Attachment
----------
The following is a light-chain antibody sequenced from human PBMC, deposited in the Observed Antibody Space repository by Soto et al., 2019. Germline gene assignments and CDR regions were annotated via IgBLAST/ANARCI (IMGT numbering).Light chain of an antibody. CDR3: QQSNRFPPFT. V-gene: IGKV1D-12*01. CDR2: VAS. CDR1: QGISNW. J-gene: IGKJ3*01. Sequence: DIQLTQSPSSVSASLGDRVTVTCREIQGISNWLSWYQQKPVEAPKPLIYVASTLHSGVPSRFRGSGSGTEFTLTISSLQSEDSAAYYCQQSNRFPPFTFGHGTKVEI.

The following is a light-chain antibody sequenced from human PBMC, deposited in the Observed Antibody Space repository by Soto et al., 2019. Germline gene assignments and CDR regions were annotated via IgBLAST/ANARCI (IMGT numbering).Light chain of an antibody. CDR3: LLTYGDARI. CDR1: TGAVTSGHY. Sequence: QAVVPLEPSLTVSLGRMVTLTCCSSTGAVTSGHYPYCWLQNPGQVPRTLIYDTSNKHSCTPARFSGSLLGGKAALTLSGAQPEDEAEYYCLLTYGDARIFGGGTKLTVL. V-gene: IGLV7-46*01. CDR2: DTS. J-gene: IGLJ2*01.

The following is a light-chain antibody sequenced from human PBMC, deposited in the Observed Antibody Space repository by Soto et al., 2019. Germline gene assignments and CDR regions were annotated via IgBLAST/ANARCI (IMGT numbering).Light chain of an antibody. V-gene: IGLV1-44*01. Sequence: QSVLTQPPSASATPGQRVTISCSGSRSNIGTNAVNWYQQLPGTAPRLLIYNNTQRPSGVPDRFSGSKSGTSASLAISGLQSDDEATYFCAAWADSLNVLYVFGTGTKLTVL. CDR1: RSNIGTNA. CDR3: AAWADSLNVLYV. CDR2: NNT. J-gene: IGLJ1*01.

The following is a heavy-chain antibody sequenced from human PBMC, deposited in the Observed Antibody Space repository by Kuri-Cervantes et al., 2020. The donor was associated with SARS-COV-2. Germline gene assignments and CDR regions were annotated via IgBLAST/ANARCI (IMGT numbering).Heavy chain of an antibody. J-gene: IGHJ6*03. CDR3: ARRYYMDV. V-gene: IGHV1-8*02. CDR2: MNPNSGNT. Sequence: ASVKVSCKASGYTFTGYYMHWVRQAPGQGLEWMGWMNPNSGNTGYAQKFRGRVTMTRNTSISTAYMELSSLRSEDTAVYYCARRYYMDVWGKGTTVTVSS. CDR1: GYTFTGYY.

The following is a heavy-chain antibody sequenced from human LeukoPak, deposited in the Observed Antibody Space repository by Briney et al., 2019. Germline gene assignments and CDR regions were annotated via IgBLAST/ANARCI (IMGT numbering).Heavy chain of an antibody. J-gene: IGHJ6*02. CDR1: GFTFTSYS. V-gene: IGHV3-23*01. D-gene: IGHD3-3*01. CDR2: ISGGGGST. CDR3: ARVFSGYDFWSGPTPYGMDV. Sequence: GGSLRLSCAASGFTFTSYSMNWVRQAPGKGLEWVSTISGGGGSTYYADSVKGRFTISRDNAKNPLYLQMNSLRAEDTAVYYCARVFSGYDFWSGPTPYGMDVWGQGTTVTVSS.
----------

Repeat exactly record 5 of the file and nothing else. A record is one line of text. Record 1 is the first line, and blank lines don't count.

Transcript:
The following is a heavy-chain antibody sequenced from human LeukoPak, deposited in the Observed Antibody Space repository by Briney et al., 2019. Germline gene assignments and CDR regions were annotated via IgBLAST/ANARCI (IMGT numbering).Heavy chain of an antibody. J-gene: IGHJ6*02. CDR1: GFTFTSYS. V-gene: IGHV3-23*01. D-gene: IGHD3-3*01. CDR2: ISGGGGST. CDR3: ARVFSGYDFWSGPTPYGMDV. Sequence: GGSLRLSCAASGFTFTSYSMNWVRQAPGKGLEWVSTISGGGGSTYYADSVKGRFTISRDNAKNPLYLQMNSLRAEDTAVYYCARVFSGYDFWSGPTPYGMDVWGQGTTVTVSS.